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  • 1907
    Age 25
    On 20 June 1907, he was promoted to the rank of Senior Captain (Kolağası) and on 13 October 1907, assigned to the headquarters of the Third Army in Manastır.
    More Details Hide Details He joined the Committee of Union and Progress, with membership number 322, although in later years he became known for his opposition to, and frequent criticism of, the policies pursued by the CUP leadership.
  • 1905
    Age 23
    He later graduated from the Ottoman Military College in Constantinople on 11 January 1905.
    More Details Hide Details Shortly after graduation, he was arrested by the police for his anti monarchist activities. Following a confinement of several months he was released only with the support of Rıza Pasha, his former school director. After his release, Mustafa Kemal was assigned to the Fifth Army based in Damascus as a Staff Captain in the company of Ali Fuat (Cebesoy) and Lütfi Müfit (Özdeş). He joined a small secret revolutionary society of reformist officers led by a merchant Mustafa Elvan (Cantekin) called Vatan ve Hürriyet ("Motherland and Liberty").
  • TEENAGE
  • 1899
    Age 17
    On 14 March 1899, he enrolled at the Ottoman Military Academy in the neighbourhood of Pangaltı within the Şişli district of the Ottoman capital city Constantinople (now Istanbul) and graduated in 1902.
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  • 1896
    Age 14
    In 1896, he enrolled into the Monastir Military High School.
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  • 1893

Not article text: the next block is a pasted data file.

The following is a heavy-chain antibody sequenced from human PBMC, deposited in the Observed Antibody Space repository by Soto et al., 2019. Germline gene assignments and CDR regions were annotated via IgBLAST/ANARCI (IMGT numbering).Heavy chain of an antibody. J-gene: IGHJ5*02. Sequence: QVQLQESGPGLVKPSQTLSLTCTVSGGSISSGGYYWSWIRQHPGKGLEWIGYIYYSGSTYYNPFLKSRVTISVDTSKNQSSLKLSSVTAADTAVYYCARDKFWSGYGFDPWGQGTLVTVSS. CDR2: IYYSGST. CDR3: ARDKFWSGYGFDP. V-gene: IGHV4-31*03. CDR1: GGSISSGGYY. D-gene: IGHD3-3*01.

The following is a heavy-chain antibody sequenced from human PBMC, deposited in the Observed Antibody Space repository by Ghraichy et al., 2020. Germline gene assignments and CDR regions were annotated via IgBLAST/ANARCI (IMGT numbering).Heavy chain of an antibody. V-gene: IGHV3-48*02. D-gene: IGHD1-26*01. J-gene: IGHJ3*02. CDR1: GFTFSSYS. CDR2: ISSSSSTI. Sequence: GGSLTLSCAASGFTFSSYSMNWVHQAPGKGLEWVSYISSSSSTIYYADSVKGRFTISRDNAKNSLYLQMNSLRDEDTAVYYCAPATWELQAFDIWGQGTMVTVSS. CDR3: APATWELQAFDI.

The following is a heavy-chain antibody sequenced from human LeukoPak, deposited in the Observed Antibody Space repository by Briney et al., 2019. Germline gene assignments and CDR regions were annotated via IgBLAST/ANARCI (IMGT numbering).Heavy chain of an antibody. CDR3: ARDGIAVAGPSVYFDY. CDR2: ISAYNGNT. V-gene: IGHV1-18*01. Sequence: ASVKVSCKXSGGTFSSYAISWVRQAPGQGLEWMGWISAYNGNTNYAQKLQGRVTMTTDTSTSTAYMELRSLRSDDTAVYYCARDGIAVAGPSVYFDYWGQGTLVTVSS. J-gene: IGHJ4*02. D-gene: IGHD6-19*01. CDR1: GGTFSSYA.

Age 11
    His parents wanted him to learn a trade, but without consulting them, Mustafa Kemal took the entrance exam for the Salonica Military School (Selanik Askeri Rüştiyesi) in 1893.
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  • CHILDHOOD
  • 1881
    Born
    Mustafa Kemal Atatürk was born (under the name Ali Rıza oğlu Mustafa) in the early months of 1881, either in the Ahmed Subaşı neighbourhood or at a house (preserved as a museum) in Islahhane Street (now Apostolou Pavlou Street) in the Koca Kasım Pasha neighbourhood in Salonica (Selanik), Ottoman Empire (Thessaloniki in present-day Greece), to Zübeyde Hanım, a housewife, and Ali Rıza Efendi, a militia officer, title-deed clerk and lumber trader.
    More Details Hide Details Only one of Mustafa's siblings, a sister named Makbule (Atadan) survived childhood; she died in 1956. According to Andrew Mango, his family was Muslim, Turkish-speaking and precariously middle-class. His father Ali Rıza is thought to have been of Albanian origin by some authors; however, according to Falih Rıfkı Atay, Vamik D. Volkan, Norman Itzkowitz, Müjgân Cunbur, Numan Kartal and Hasan İzzettin Dinamo, Ali Rıza's ancestors were Turks, ultimately descending from Söke in the Aydın Province of Anatolia. His mother Zübeyde is thought to have been of Turkish origin and according to Şevket Süreyya Aydemir, she was of Yörük ancestry. Due to the sizeable minority of Jews in Selanik during the Ottoman period, many of Atatürk's Islamist opponents have eagerly claimed that he may have had Dönmeh ancestors (Jews who converted to Islam during the Ottoman period). However, his grandparents were not native to Selanik, and his family had moved to this city (the largest metropolis in Ottoman Rumelia after Istanbul) in the late 19th century, from other provinces of the Ottoman Empire. Others have speculated that his light skin complexion, blond hair and blue eyes could stem from Slavic ancestry.
Original Authors of this text are noted here.